President Obama, still struggling to jump-start the American economy, as well as American initiative and know-how, is harking back to those golden days of the Cold War era in an effort to revolutionize other parts of economy, mostly in the energy sector.
"There will be no single Sputnik moment for this generation's challenge to break our dependence on fossil fuels," he said. "In many ways, this makes the challenge even tougher to solve – and makes it all the more important to keep our eyes fixed on the work ahead."
The momentary bipartisan mood in the hall dissipated, however, when Obama revealed how his new energy program would be financed.
“To help pay for it [investment in environmentally energy resources], I’m asking Congress to eliminate the billions in taxpayer dollars we currently give to oil companies,” he announced.
Prior to this statement, Vice President Joe Biden and Republican Speaker of the House John Boehner, seated directly behind the US President, were seen clapping together following every new Obama initiative. Boehner, however, refrained from joining in the applause when the idea of ending oil company subsidies was suggested.
The thing that really set Obama’s speech apart from past presidential addresses is that he was not shy about speaking of the achievements of other countries.
Talking about China, which has shown remarkable technological prowess of late, Obama mentioned several of the communist nation’s achievements.
“Just recently, China became the home to the world’s largest private research facility, and the world’s fastest computer,” he noted.
Clearly, for a country that prides itself on introducing the world to the personal computer, not to mention the internet, the idea of another country developing the fastest computer in the world is every bit as shocking for Americans as was the news of the Sputnik launch.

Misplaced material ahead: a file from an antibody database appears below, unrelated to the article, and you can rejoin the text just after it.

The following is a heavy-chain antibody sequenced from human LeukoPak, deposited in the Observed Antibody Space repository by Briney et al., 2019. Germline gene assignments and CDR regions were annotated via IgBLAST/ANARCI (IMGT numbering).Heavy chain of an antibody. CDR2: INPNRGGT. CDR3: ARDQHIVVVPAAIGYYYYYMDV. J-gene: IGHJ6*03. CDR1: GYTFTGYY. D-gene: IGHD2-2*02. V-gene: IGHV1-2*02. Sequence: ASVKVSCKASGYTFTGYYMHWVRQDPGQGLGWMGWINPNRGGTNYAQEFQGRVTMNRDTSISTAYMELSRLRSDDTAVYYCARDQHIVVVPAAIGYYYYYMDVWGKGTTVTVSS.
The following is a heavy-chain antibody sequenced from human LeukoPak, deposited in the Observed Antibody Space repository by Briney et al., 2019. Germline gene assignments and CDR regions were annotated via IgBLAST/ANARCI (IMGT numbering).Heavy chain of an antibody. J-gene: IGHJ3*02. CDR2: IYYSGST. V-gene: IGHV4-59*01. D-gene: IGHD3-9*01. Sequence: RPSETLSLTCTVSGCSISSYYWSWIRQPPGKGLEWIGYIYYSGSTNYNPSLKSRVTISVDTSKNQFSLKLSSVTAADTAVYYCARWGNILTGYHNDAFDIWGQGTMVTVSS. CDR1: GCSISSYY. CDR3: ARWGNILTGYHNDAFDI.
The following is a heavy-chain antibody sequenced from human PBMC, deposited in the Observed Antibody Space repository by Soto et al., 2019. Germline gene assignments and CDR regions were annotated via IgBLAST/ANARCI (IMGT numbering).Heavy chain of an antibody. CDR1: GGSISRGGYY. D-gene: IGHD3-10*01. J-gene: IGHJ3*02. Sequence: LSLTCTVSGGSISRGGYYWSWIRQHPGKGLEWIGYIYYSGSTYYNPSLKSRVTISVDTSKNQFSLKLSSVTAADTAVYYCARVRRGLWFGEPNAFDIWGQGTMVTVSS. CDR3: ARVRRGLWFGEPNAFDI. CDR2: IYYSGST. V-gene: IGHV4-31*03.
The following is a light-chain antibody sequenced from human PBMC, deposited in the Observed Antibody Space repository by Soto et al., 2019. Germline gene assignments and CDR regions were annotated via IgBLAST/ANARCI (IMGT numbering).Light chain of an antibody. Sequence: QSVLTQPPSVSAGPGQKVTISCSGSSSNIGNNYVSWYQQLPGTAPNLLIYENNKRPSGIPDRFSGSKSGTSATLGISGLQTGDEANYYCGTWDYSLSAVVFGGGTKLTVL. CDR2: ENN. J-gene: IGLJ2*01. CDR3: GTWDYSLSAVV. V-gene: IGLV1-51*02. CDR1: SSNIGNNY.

“We’re issuing a challenge,” Obama said. “We’re telling America’s scientists and engineers that if they assemble teams of the best minds in their fields, and focus on the hardest problems in clean energy, we’ll fund the Apollo projects of our time.
"With more research and incentive, we can break our dependence on oil with bio-fuels and become the first country in the world with 1 million electric cars on the road by 2015.”
Obama highlighted the problem, however, with America fulfilling its ambitious dream as forwarded by the Democrat president, which essentially boils down to education.
“As many as a quarter of our students are not…finishing high school,” the US President noted. “The quality of our math and science education lags behind many other nations. America has fallen to ninth [position in the world] in the proportion of people with a college degree.”
Then, Obama stressed that America needs to celebrate not just the winners of America’s favorite sport.
“Only parents can make sure that the TV gets turned off, and the homework gets done,” he said. “We need to teach our kids that it’s just not the winners of the Super Bowl who deserves to be celebrated, but the winner of the science fair. We need to teach them that success is not a function of fame, or PR, but of hard work.”
While Obama’s hour-long speech was full of inspirational moments, and dozens of standing ovations, delivered by perhaps the most gifted political orator in American history, it will take more than just words to deliver the United States back to the pinnacle of the global summit.
The world, as Obama mentioned, is a much different place than it was just half a century ago. Meanwhile, America’s two political parties, constantly at each others necks, seem more concerned about winning the next election cycle than securing America’s long-term success.
Although the world promises to be a better place when America is on the right track, it seems that Washington needs to put aside its internecine feuding before it can enjoy another "Sputnik moment."
And as hard as this may be, it may even want to tear a few pages from Russia's chapter on Soviet history to find answers to its most pressing problems, like adjusting to the strains of a multicultural society.